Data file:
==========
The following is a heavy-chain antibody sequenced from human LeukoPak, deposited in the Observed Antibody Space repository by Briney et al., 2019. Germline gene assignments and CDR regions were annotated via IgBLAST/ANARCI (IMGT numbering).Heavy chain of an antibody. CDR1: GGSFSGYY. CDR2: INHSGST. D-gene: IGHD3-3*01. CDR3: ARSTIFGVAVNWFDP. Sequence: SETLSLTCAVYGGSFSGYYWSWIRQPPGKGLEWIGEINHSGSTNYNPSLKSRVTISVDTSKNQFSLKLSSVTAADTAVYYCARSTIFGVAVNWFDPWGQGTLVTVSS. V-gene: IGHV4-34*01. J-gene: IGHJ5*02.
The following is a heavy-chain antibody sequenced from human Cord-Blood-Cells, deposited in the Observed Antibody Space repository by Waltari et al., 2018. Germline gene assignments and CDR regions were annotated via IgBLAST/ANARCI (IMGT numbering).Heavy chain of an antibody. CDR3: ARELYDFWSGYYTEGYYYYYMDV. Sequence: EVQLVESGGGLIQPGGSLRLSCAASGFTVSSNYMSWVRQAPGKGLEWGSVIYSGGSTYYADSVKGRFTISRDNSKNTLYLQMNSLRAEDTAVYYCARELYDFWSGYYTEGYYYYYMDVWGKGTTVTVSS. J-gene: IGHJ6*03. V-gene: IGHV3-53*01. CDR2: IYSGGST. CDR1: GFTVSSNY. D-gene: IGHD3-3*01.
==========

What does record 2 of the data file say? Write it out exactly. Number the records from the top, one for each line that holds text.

The following is a heavy-chain antibody sequenced from human Cord-Blood-Cells, deposited in the Observed Antibody Space repository by Waltari et al., 2018. Germline gene assignments and CDR regions were annotated via IgBLAST/ANARCI (IMGT numbering).Heavy chain of an antibody. CDR3: ARELYDFWSGYYTEGYYYYYMDV. Sequence: EVQLVESGGGLIQPGGSLRLSCAASGFTVSSNYMSWVRQAPGKGLEWGSVIYSGGSTYYADSVKGRFTISRDNSKNTLYLQMNSLRAEDTAVYYCARELYDFWSGYYTEGYYYYYMDVWGKGTTVTVSS. J-gene: IGHJ6*03. V-gene: IGHV3-53*01. CDR2: IYSGGST. CDR1: GFTVSSNY. D-gene: IGHD3-3*01.